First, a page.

The West is dead. Long live Turkey.
No, that isn’t meant to be some prophetic statement about the Islamization of Europe and the collapse of Western civilization. It’s simply a way of saying that what the West needs more than anything else is to find a way of redefining itself. None is more obvious than through seeing Turkey as the physical and metaphorical boundary which reveals that what we call the West only came into being and acquired its dynamic nature through its interactions with the rest of the world. The West, with a rippling eastern boundary and its abundance of vibrant ports is what it is by virtue of its ability to absorb what is foreign — not shield it out.
The easiest way Europe — and by extension the West — can redefine itself is by embracing Turkey and its dynamic role in the Middle East.
The Economist reports:
Turkish foreign policy used to be simple. Ever since Ataturk dragged the country into the modern world by driving out the sultan, adopting the Latin alphabet and abolishing the Muslim caliphate, the country has leant westwards. Since the second world war that has meant joining NATO (in 1952), backing the West against the Soviet Union and aspiring to join the European project. Like America, Turkey was also consistently pro-Israel.
It largely ignored the rest of its region, which includes most of the countries that were once part of the Ottoman empire. In his book “The New Turkish Republic”, Graham Fuller, a former CIA analyst and academic, recalls telling a Turkish friend that he was a Middle East expert, only to be asked, “so why are you in Turkey?” In similar vein, Turkish diplomats would tell their Western friends that “we live in a bad neighbourhood” and that “the Turk’s only friend is another Turk.”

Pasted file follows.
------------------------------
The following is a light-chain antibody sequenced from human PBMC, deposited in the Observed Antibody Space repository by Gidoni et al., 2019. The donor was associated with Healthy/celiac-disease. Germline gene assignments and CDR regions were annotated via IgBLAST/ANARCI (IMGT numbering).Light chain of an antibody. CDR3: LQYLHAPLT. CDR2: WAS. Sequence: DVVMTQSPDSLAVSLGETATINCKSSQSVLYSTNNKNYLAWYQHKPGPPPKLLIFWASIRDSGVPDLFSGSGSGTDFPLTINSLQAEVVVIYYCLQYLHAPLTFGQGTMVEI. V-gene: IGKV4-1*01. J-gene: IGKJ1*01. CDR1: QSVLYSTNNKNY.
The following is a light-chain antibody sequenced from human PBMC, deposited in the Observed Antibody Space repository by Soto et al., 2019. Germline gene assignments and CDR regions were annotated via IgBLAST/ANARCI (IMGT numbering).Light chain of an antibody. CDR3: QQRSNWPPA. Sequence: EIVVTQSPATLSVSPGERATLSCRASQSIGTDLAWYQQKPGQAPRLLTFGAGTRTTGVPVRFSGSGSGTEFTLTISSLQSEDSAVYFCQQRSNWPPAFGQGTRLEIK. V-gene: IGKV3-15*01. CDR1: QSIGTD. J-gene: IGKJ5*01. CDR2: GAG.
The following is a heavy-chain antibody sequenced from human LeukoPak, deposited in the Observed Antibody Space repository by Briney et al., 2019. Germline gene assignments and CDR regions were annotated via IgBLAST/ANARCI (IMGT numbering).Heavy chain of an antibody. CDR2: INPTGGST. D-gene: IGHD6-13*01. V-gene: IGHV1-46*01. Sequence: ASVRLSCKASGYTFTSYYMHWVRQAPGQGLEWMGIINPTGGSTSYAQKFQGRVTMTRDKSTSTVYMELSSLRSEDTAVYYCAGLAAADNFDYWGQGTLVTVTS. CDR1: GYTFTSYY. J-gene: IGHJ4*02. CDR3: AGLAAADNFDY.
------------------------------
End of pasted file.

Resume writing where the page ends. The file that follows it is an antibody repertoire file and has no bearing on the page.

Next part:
Over the past few years all this has changed. Rather than feeling sorry for itself over its rough surroundings and lack of friends, Turkey has a new policy of “zero problems with the neighbours”. It is no longer carping at Armenia over its allegations of genocide in 1915 or reproaching the Arab world for its British-supported “stab in the back” in 1917-18. Instead it is cultivating new friendships in the region, offering trade, aid and visa-free travel. And far from backing Israel militarily and diplomatically, Turkey has become a leading critic.
The man largely responsible for engineering this dramatic shift is Ahmet Davutoglu, Turkey’s foreign minister since 2009. Before that he was an international-relations adviser to Mr Erdogan. In 2001, before the AK government came to power, Mr Davutoglu published a book, “Strategic Depth”, that set out a new policy of engagement with the region. He rejects accusations that he is “neo-Ottoman”, yet his doctrine certainly involves rebuilding ties round the former Ottoman empire.
Mr Davutoglu is an engaging, bookish character with a formidable knowledge of history. He thinks that Turkey made a mistake by ignoring its backyard for so long, and he is convinced that its new strategy of asserting its interests, both in the region and in the world, makes his country more, not less, attractive to the West. Nothing infuriates him more than articles in Western publications suggesting that Turkey has tilted east, or even claiming that “we have lost Turkey.” “Who is we?” he asks. After all, Turkey maintains NATO’s biggest army after America’s; it is committed in Afghanistan and other trouble spots; and it is negotiating to join the EU. As Mr Davutoglu puts it, “Turkey is not an issue; it is an actor.” His country now matters more than ever to Europe and the West, he claims.